That morning the mist was particularly dense and I knew that if the radio beacon became unreliable, it would be all too easy to fly past the rig without seeing it. If that happened probably the only outcome would have been to ditch. About 10 minutes from the time I was due to arrive the Morse code signal from the beacon went silent in my headsets. I have relived the next ten minutes many times. By the grace of the Lord I did notice a vague shadow to my right – and there it was.
The Westland S55 helicopter’s cockpit was situated well above the passenger compartment. On one trip out to an oil rig for a crew change I felt the aircraft suddenly behave as if we were flying in air turbulence. The weather was perfect with very light winds. I couldn’t fathom what was happening. After three or four minutes everything went back to normal. On landing my crewman told me that he had to intervene in a fight between two of the oil employees.
News came that the company had bought a brand new helicopter – a Bell Jet Ranger – which was to also to be based in Levan supporting a couple of Italian rigs. The Italian rigs were the most popular as they were the only installations which allowed their workers and visitors alcohol. This magnificent pristine machine arrived on Wednesday afternoon flown by a French pilot. It was quite a different beast from the WS/55. A racing horse compared to a carthorse. Most sensitive of all were the pedals which controlled the pitch on the tail rotor. With the WS/55 it was common to land on the rig, lock down the controls and for the pilot to leave his seat to supervise the loading of passengers or cargo with the rotors still running.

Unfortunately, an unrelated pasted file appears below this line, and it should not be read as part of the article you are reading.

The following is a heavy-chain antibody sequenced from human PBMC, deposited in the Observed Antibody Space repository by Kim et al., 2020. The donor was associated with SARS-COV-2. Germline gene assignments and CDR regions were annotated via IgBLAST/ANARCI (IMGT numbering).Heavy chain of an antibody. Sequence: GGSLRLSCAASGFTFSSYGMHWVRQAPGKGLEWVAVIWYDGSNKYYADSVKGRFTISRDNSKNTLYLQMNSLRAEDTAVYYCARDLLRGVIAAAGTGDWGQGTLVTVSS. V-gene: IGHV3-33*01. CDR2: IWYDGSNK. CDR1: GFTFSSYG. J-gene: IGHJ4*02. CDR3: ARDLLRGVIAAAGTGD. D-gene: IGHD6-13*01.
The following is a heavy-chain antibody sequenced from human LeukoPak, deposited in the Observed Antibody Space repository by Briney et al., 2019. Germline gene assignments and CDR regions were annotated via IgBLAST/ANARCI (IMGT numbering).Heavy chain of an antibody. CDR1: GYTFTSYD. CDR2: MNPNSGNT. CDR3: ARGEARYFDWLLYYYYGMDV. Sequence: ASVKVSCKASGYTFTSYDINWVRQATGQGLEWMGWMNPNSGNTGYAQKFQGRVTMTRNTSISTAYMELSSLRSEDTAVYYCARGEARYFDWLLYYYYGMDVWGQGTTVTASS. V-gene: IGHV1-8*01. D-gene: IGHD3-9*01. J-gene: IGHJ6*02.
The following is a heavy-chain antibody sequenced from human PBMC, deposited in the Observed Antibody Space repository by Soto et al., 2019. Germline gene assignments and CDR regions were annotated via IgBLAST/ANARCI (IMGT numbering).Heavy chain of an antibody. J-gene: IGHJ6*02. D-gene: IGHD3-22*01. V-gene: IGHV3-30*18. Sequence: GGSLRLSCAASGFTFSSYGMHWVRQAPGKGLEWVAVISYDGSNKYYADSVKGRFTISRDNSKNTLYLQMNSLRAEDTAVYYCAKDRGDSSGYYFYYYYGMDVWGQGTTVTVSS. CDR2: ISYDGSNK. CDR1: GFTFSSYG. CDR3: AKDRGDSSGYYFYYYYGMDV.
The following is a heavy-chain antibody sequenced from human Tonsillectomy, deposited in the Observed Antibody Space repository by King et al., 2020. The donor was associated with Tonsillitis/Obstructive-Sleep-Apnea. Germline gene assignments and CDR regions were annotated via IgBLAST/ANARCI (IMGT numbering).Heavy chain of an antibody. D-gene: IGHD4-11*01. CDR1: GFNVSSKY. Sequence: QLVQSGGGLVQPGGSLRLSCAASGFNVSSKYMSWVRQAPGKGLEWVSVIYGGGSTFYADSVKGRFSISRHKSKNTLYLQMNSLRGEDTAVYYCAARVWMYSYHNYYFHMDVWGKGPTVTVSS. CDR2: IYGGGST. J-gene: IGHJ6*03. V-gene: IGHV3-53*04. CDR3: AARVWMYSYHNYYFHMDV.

The French pilot took off the following morning after a bottle of champagne had been cracked over the helicopter landing thirty minutes later on the very small landing pad. Without thinking, he did what was usual with the WS/55. But as he opened the door to exit, his foot touched one of the pedals of the Jet Ranger. The helicopter spun violently to the right, rolled over and toppled into the sea. I was sitting in the Levan operations room at the time and heard his now famous call. ‘The new helicopter – it is gooorne!’